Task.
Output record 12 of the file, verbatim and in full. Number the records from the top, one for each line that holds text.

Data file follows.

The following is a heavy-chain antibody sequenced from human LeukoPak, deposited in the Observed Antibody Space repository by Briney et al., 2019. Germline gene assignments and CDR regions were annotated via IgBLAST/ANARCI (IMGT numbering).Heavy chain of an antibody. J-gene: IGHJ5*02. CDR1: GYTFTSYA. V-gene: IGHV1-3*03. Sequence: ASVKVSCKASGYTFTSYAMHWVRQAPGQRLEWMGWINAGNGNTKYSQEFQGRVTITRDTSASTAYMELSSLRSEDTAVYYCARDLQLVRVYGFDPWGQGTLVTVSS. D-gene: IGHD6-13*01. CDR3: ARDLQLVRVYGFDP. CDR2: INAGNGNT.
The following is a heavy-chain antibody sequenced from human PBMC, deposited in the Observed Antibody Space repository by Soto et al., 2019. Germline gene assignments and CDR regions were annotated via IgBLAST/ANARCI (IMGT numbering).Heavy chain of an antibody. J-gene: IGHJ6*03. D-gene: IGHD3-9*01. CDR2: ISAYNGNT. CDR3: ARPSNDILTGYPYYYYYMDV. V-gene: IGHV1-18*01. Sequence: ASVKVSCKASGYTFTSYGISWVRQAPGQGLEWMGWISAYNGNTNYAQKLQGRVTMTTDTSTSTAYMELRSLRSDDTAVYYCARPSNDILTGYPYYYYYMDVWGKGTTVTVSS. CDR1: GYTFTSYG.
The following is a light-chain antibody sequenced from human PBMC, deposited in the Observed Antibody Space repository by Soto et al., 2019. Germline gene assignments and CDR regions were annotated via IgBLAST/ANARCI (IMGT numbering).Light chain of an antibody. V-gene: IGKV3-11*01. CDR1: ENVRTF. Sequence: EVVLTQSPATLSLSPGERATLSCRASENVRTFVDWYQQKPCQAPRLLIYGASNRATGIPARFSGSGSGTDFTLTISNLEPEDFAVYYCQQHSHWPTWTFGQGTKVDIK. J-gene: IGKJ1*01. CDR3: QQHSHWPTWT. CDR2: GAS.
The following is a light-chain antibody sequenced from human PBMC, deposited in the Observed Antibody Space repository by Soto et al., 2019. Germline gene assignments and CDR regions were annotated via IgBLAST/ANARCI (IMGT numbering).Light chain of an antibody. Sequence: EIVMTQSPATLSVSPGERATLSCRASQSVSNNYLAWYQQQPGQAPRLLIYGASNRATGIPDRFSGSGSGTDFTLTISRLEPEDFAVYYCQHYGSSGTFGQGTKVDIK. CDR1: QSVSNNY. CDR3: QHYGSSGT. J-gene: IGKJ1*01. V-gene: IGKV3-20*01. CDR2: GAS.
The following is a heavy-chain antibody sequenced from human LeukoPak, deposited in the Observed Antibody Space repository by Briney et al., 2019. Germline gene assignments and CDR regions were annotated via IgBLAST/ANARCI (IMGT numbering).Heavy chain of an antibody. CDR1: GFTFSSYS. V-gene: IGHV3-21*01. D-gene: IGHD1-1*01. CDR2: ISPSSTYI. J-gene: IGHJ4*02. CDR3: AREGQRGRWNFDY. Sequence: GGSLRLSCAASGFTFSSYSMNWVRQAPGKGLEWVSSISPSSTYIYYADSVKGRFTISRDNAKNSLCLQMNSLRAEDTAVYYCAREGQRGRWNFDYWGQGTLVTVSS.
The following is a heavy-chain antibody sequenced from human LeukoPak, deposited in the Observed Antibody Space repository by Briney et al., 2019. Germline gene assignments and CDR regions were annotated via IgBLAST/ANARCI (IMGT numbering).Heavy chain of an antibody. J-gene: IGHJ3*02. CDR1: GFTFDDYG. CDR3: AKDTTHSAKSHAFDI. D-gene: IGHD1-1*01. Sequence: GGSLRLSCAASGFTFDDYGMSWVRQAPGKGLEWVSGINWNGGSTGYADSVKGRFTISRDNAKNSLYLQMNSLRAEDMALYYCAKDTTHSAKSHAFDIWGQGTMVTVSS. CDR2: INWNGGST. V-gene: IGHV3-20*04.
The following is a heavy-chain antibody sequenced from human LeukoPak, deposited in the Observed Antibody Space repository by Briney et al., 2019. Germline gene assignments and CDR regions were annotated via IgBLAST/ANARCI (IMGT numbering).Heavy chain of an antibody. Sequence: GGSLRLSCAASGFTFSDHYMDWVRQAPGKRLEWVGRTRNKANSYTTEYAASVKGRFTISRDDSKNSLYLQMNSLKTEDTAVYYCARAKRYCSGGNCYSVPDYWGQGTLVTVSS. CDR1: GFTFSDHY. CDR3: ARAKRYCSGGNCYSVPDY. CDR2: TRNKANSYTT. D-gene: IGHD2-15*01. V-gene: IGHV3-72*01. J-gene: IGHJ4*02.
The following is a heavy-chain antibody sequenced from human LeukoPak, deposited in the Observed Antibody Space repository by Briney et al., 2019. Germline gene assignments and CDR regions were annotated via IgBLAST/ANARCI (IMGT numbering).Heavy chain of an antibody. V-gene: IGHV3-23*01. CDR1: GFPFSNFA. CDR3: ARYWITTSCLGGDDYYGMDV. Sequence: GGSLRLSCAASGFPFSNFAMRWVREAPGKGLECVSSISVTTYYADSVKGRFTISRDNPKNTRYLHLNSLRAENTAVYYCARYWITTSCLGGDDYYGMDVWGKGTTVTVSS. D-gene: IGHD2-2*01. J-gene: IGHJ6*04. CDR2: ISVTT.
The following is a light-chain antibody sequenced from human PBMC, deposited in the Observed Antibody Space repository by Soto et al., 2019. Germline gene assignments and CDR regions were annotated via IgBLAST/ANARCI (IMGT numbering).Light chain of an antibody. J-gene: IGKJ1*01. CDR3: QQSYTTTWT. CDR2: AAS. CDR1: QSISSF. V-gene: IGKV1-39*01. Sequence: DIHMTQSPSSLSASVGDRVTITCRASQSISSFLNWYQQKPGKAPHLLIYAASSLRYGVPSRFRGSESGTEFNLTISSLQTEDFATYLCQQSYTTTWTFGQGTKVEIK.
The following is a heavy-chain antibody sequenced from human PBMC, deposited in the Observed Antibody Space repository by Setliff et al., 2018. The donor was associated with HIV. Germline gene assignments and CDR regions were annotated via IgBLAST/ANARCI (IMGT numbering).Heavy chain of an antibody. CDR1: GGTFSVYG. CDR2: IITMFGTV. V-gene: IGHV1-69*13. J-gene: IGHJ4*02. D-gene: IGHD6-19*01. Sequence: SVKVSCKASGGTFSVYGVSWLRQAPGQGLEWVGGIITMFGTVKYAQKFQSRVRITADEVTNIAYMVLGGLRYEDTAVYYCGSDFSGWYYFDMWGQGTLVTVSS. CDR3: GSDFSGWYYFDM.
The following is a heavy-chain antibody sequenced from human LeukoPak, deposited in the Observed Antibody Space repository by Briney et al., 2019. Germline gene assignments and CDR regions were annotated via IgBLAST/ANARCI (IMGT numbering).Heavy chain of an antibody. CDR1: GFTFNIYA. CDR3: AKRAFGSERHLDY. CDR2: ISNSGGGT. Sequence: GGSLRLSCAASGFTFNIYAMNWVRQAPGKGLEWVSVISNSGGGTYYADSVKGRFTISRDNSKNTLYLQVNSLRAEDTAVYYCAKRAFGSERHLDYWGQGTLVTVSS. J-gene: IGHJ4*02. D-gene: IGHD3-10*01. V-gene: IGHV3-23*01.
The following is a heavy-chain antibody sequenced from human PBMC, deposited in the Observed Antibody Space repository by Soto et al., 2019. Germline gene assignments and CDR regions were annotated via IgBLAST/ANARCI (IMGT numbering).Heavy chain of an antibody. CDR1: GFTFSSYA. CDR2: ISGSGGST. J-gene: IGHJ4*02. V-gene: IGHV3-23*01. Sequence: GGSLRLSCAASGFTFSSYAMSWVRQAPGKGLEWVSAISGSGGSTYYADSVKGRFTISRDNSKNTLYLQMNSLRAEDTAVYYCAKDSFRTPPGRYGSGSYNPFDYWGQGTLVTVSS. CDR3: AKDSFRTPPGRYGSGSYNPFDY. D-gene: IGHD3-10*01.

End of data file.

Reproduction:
The following is a heavy-chain antibody sequenced from human PBMC, deposited in the Observed Antibody Space repository by Soto et al., 2019. Germline gene assignments and CDR regions were annotated via IgBLAST/ANARCI (IMGT numbering).Heavy chain of an antibody. CDR1: GFTFSSYA. CDR2: ISGSGGST. J-gene: IGHJ4*02. V-gene: IGHV3-23*01. Sequence: GGSLRLSCAASGFTFSSYAMSWVRQAPGKGLEWVSAISGSGGSTYYADSVKGRFTISRDNSKNTLYLQMNSLRAEDTAVYYCAKDSFRTPPGRYGSGSYNPFDYWGQGTLVTVSS. CDR3: AKDSFRTPPGRYGSGSYNPFDY. D-gene: IGHD3-10*01.